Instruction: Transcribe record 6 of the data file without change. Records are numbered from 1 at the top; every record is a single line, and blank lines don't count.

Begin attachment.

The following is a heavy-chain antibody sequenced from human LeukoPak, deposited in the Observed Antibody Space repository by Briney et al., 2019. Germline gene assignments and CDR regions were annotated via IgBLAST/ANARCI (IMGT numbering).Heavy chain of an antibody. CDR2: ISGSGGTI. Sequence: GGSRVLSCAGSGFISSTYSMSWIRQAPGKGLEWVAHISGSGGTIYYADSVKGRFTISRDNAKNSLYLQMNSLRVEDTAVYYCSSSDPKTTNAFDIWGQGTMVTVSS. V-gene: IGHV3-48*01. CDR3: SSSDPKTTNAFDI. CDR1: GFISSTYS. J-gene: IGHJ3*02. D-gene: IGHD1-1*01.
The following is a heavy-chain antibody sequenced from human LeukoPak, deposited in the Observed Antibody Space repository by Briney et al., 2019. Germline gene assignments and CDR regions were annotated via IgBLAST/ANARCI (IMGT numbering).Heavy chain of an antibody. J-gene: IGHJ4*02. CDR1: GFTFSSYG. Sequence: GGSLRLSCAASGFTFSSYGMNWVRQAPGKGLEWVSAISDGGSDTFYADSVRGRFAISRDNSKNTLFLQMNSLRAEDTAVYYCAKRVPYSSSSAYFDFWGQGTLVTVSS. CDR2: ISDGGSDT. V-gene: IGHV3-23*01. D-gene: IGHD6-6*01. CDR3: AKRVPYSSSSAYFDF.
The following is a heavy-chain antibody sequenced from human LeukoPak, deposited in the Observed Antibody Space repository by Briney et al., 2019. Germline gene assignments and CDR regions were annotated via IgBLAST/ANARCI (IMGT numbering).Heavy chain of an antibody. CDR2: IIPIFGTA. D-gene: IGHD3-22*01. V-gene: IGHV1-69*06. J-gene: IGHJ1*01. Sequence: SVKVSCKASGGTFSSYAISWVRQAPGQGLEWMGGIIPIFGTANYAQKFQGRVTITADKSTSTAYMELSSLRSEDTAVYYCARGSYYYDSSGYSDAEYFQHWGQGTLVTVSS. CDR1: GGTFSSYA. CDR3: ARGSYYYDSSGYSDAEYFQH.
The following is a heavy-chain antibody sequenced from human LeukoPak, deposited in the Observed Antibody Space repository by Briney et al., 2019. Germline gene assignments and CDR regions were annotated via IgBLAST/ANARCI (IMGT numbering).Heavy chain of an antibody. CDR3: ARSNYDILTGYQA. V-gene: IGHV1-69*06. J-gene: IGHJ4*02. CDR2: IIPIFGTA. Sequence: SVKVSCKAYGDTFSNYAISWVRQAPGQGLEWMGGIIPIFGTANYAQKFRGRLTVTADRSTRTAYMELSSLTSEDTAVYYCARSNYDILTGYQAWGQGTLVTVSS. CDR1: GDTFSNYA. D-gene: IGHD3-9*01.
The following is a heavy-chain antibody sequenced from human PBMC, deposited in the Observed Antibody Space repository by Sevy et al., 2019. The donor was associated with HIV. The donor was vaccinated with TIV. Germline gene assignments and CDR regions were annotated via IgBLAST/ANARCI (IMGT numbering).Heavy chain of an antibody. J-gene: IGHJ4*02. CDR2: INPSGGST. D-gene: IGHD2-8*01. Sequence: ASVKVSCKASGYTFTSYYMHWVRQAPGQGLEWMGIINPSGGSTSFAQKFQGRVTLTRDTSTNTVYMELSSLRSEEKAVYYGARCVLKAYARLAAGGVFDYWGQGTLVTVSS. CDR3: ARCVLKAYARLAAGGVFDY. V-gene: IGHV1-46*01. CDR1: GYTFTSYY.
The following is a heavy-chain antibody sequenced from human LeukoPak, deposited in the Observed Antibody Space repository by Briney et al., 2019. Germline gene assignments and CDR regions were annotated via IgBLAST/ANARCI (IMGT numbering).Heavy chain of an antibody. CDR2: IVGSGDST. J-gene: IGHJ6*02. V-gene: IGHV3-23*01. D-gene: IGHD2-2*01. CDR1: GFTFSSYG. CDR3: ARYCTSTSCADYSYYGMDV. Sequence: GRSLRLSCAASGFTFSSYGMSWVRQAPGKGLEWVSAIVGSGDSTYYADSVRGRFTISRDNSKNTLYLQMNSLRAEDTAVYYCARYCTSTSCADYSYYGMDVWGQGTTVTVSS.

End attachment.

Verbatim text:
The following is a heavy-chain antibody sequenced from human LeukoPak, deposited in the Observed Antibody Space repository by Briney et al., 2019. Germline gene assignments and CDR regions were annotated via IgBLAST/ANARCI (IMGT numbering).Heavy chain of an antibody. CDR2: IVGSGDST. J-gene: IGHJ6*02. V-gene: IGHV3-23*01. D-gene: IGHD2-2*01. CDR1: GFTFSSYG. CDR3: ARYCTSTSCADYSYYGMDV. Sequence: GRSLRLSCAASGFTFSSYGMSWVRQAPGKGLEWVSAIVGSGDSTYYADSVRGRFTISRDNSKNTLYLQMNSLRAEDTAVYYCARYCTSTSCADYSYYGMDVWGQGTTVTVSS.